MU Enhanced Leadership Development Academy for Long-Term Care-RNs, NHAs, & SWs

  • Date: May 18, 2018 - Jan. 1, 2019
  • Format: blended
  • Continuing education units: 50.0
  • $500.00
  • This course is offered by:
    Nursing Outreach
For RNs, NHAs, & SWs from skilled nursing facilities, this professional development certificate program offers a proven curriculum to help you build the self-confidence, talents and persistence you need to lead a top performing team. In addition, through this 50 CE credit certificate program you'll gain enhanced knowledge and skills you can immediately apply to your work setting. The 2018 program is offered over 5 months, May to October. The course first and last days (May 18 and October 19) are required face-to-face sessions in Columbia, MO. The remainder of course is online. The program target audience includes RNs (you do not have to be a DoN), NHAs and Social Workers. We highly encourage the RN-NHA leadership team to enroll together to foster the team’s ability to make sustainable improvement in their organization. The course includes the Leadership Practices Inventory (LPI) - evidence-based leadership assessment instrument and professional development planning package with one on one consultation.


Your Instructors

We are available for the following:

  1. Meet with participants on a regular basis via phone call, or email. Alexis is available to all participants.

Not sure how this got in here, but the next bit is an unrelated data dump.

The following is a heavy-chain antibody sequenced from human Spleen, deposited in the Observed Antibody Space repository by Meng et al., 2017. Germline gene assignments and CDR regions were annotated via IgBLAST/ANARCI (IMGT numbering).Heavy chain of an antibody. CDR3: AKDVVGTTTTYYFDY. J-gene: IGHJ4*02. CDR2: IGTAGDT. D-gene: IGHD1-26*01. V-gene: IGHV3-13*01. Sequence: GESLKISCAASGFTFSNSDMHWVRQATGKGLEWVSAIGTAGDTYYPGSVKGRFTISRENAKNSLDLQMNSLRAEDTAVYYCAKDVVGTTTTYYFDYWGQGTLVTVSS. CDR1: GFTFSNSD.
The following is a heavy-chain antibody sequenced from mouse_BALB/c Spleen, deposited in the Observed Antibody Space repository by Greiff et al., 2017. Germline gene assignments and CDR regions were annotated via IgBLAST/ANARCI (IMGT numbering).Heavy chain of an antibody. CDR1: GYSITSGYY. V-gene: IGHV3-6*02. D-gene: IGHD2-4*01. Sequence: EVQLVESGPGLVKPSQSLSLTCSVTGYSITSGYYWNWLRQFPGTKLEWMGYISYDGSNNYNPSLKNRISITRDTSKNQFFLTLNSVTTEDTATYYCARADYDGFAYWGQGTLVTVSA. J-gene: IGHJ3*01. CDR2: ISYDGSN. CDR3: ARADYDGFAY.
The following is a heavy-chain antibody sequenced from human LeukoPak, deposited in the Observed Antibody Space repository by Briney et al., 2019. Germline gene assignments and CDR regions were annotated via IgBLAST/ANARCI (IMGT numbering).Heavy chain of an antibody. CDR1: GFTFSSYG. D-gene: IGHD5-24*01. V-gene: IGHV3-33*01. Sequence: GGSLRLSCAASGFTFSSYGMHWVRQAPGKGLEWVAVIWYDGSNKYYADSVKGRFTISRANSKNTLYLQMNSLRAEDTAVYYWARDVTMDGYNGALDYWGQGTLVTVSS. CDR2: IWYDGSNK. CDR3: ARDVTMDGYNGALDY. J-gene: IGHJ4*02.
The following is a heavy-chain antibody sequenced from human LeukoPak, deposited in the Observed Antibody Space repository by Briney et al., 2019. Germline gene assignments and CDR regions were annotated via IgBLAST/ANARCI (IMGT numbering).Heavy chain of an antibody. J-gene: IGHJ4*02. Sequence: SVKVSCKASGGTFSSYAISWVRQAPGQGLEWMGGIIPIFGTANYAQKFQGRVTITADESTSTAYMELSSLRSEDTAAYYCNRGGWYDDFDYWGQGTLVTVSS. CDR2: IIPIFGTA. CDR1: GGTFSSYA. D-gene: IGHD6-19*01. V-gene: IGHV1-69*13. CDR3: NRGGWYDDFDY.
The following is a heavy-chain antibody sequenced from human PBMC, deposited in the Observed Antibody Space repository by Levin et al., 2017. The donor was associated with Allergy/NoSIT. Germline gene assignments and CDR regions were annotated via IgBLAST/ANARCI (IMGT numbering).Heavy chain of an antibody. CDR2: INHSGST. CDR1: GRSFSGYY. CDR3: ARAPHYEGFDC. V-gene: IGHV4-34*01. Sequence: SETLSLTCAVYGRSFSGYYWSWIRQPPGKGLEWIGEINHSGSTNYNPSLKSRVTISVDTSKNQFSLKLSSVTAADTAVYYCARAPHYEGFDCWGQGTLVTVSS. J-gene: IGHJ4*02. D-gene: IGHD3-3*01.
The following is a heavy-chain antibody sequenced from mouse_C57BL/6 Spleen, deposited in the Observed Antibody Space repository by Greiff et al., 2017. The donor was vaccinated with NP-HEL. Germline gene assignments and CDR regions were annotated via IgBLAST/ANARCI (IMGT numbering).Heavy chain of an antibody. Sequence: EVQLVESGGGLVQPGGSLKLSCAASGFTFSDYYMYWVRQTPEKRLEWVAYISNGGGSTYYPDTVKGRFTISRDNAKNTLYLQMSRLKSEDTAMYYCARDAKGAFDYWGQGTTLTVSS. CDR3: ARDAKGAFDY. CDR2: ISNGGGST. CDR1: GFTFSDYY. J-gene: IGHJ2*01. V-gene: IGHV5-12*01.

2. Commit to an ongoing mentoring relationship for at least one year, while the participants are enrolled in the ELDA and for 4 months post-graduation.
  3. Assist in socializing the participant into the specialty of LTC management, encouraging self-analysis and reflection.
  4. Serve as a professional role model to help participants see beyond the daily operational challenges to “what could/should be” and “how to get there”.
  5. Provide real-life, non-threatening support and serve as a "sounding board" as participants reflect upon their learning and begin to implement change in their facilities.
  6. Support and encourage the professional growth and development of participants: discuss their professional goals, reinforce their strengths, and offer suggestions for improvement.

Expect to receive responses to emails within 48 hours and responses to on-line class participation bi-weekly or more. Faculty Associates will also contribute to the on-line learning environment and participate in discussions and be available to answer questions. Contact information is as follows:

Alexis Roam - Lead Faculty

Picture of Alexis RoamNursing Outreach, University of Missouri Extension

S222 Sinclair School of Nursing

University of Missouri

Columbia, MO 65211-4120

Office Phone: 573-882-0215

Fax: 573-884-4544

Cell Phone: 573-512-0816


De Minner, BSN, RN - Faculty Associate

No PictureCell Phone: 660-537-3204




Barb Primm, BSN, RN-BC, LNHA - Faculty Associate

No PictureCell Phone: 660-591-6398




Shirley Farrah, RN, PhD - Program Director